The red highlight shows the Red Bull single-element beam wing, I’m also glad to see that after testing with a small cut and shut upper outer corner fillet radius which will increase the diffuser volume, it has gone back to the large corner fillet radius.

The following image depicts how the airflow changes with the DRS open.

Diffuser (3)

We can also compare the beam wings used in Saudi between these three teams.

Gary Drs Image 5

The Ferrari beam wing is still minuscule compared to the Red Bull or even the Mercedes.

The Mercedes beam wing is more in line with what Red Bull used to do, but because it always runs more upper rear wing downforce, which generates more drag when the DRS is closed, the actual mainplane will still create more downforce and drag even when the DRS is open.

That, combined with the two-element beam wing, means that it will be harder to get the complete rear end of the car working as one.

So you’ve got a situation where Red Bull has a drag-reduction effect for the whole back end of the car. We used to talk about ‘double DRS’, well you could call this ‘triple DRS’.

Others are really just focusing the drag reduction on the wing. But Red Bull has understood the regulations and bought into what is possible. To do that, you need that depth of understanding that Adrian Newey and the technical team at Milton Keynes have to make it work for you. That’s to Red Bull’s credit and if rivals are complaining, they should look at running a more aggressive beam wing that works with the floor. If they did that, they might just get a bit more downforce out of the car when the DRS is closed and gain more of a speed advantage when it is opened.

I don’t see any evidence that Mercedes is in a position to do that because it doesn’t have a good handle on what it is missing. Perhaps when the new concept that is supposedly producing big gains appears, it will exploit more of these finer details.

It’s very easy to focus on individual parts of an F1 car and think of them as modular. But it’s all about how it all works together. When it comes to trying to optimise the DRS, you have to start with the underfloor.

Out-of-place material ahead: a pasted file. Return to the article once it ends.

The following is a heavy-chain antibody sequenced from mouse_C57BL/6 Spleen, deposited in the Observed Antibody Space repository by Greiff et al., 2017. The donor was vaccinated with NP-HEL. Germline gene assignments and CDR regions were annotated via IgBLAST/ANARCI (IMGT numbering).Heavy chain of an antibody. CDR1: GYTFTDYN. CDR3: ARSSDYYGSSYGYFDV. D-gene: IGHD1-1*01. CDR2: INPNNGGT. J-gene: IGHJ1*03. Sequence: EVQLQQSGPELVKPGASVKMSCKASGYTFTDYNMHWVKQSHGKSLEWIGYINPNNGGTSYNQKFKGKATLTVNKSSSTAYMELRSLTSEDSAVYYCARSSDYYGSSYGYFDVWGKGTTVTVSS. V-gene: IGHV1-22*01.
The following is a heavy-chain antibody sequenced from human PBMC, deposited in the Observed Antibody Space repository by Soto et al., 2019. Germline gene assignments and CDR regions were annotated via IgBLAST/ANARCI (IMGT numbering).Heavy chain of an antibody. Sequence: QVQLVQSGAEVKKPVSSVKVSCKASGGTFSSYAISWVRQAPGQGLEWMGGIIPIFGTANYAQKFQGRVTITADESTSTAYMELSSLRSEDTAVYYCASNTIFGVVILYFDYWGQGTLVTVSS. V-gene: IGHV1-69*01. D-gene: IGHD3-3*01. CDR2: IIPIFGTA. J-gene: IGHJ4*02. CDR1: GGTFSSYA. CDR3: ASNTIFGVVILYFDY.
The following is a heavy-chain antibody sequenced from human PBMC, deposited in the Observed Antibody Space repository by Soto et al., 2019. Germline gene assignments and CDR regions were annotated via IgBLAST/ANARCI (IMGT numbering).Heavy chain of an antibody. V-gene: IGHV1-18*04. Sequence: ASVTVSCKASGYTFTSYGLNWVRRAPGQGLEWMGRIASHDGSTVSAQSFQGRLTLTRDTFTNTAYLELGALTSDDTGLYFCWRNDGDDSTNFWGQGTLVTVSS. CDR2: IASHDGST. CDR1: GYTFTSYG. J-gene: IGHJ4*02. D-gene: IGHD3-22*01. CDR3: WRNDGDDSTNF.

The principle of making ground effect venturi tunnels work is simple enough, but in F1 it’s all about maximising this. And that’s when it comes to all the details, the vanes, the winglets on the brake ducts, the floor edges, the underfloor configuration. This is what gives you the fine control. Effectively, all of this is what makes up the performance of the underfloor and the diffuser at the back of the car. The beam wing is an important piece in this jig-saw.

Motor Racing Formula One World Championship Saudi Arabian Grand Prix Qualifying Day Jeddah, Saudi Arabia

Downforce is generated at the square of the speed, so whatever downforce and drag you have at say 165km/h theoretically, you have four times that downforce and drag at 330km/h. If you simply let that happen, you then have to be able to support that incredible aerodynamic load mechanically, leading you in the direction of having a very stiff car.

By having a floor edge sealing system that allows the overall downforce to still increase but not at the square of the speed, it will allow you to run a softer suspension set-up and reduce the potential of getting into porpoising or bouncing problems.

That’s the ‘dimmer switch’ effect I often talk about whereby you just lean it off that little bit and have that control. Red Bull is good at managing this downforce increase, it never goes to a negative it simply reduces the rate that it builds up. Think of it as always increasing, but at a reduced rate.

Again, the beam wing will be part of that. That’s why Red Bull runs a very aggressive beam wing, which in itself is quite draggy. This is the case with any beam wing but it also allows you to run a little less upper rear wing which is also quite draggy so the two more or less cancel each other out as far as drag is concerned but the beam wing is critical to the performance of the underfloor and diffuser.

If you were just to have a standalone rear wing, and open the DRS, you would gain maybe 15km/h, that plus the tow from the car in front because in the race you’re always behind a car when you can use the DRS gives you that little bit extra, say 20km/h. Then when the beam wing and diffuser airflow falls over it not only reduces downforce but also reduces drag you get that next step in speed up to Red Bulls 33-34km/h, That’s why it’s all about the complete back end of the car.

Red Bull is the only team that really got on top of that. Even Aston Martin doesn’t do that, it doesn’t gain that sort of speed and, if anything, is a car that struggles on the straights because of its drag level.

Nothing in these cars works in isolation, it’s the whole package. We keep talking about the visual concept of the Mercedes compared to Red Bull and Ferrari, which are what you could call the three different concepts.

You can only look at them in isolation, but the airflow going over the sidepod external surface and into and through the radiator ducts affects the underfloor performance dramatically, there’s no one magic bullet, you have to get everything working together.

That’s why Red Bull gets this extra reward with the DRS. It’s not because of any single magic bullet or workaround, it’s just about having a car that’s very well ‘connected up’ aerodynamically.